Back here on Earth the trend for YA movies has largely passed (sorry Chaos Walking) but this set-up is classic YA through and through, being science-fiction that barely makes sense intellectually but is a near-perfect set-up emotionally when it comes to exploring just how tough it is to be a teenager... in space.
With the only habitable planet a lifetime away, the plan to reach it is to send off a crew, let them have kids who will then become the crew, and then their kids' kids (also crew) will be the ones to reach the planet. To stop the original kids from freaking out over leaving Earth behind and being confined on a spaceship, they'll be given
virtual reality headsets no knowledge of what they're missing, being bred in test tubes from Earth's best and brightest then raised in shipping containers until they're sent into space.
To help them leave on their mission earlier (and because he's got nothing keeping him on Earth), their teacher Richard (Colin Farrell) goes with them to supervise, because obviously having a single solitary authority figure on a ship that'll soon be full of teenagers couldn't possibly cause problems.
But just in case, they're all constantly dosed with "blue", a drug that keeps them sexless robots, which works just fine until somebody realises they're on board a closed system and blue is toxic to plants. Earth spent a decade putting this mission together and nobody picked up on that?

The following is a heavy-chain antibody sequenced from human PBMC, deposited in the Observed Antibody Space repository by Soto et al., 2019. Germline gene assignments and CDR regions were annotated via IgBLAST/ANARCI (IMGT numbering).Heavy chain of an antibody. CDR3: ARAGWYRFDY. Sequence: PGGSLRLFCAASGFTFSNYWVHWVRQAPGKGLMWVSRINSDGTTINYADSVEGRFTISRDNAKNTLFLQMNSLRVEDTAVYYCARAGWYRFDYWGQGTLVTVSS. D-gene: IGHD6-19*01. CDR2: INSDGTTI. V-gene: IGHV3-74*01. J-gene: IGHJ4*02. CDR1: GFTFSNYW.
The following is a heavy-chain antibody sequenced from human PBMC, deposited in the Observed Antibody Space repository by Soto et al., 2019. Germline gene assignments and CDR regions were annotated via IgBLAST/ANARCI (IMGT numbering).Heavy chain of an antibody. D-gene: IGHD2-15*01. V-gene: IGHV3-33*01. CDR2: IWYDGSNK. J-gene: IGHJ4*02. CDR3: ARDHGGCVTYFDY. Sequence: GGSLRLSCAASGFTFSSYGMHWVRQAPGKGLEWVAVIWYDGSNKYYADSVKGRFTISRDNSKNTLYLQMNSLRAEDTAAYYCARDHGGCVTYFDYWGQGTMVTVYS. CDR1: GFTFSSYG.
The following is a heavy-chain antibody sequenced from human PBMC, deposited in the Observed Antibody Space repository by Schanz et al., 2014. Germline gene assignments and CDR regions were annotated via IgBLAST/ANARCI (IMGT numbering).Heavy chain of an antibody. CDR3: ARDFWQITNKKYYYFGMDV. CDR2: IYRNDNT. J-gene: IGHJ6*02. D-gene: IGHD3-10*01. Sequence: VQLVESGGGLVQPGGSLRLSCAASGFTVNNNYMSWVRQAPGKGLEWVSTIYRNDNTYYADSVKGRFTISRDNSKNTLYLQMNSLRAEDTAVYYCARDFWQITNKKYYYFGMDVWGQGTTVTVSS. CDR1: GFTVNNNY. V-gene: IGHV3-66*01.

When best buds Christopher (Tye Sheridan) and Zac (Foinn Whitehead) finally figure it out (why do they only notice it a decade into their mission?), they're not impressed. "Decrease pleasure?" says Zac, "I want to increase pleasure!". Coming from the chief engineer on a spaceship billions of miles from anywhere, this is A Bad Sign. Before you know it, he's tipping his Blue down the sink, getting high on life, checking out Sela (Lily-Rose Depp) and making everyone else think they probably should have put a few online courses on consent on the ship's mainframe.
Pretty much everything you can think of that could go wrong promptly does, though some of the mishaps they encounter may be more to do with their hyperactive imaginations than what they're really facing. And speaking of hyperactive imaginations, while the trailers for this promised a whole lot of Freaky Space Orgies (c'mon, what else are the kids going to get up to? They don't even have TV), this limits itself to a bunch of lustful stares, some intense hand holding and one (1) single sex session on a piece of gym equipment.
(then again, these are kids whose idea of a good time is sniffing sage and running down the corridors: figuring out how to bone on a weight bench is the kind of initiative mission control would be proud of)
This occasionally teeters on the verge of delivering something really nuts (largely in the form of brief bizarro montages as the kids finally access their full emotions), but it's basically Lord of the Flies in Space mixed in with Rise of A Space Trump. If nothing else, the last four years of US politics have given us all a fairly extensive course in how would-be demagogues use enemies both real and imagined to unite their base, and that's one more thing this spaceship has taken on board.
Still, despite being set entirely inside a bunch of bland corridors and visually unimpressive rooms, this manages to be somewhat engaging on a fairly basic level. That's largely thanks to committed performances from a cast that deserve better and a script that never realises its potential lunacy but still manages to set up then pay off a string of moderately interesting developments.
Teens have sex, hot dudes go shirtless, someone goes out the airlock; mission accomplished.
- Anthony Morris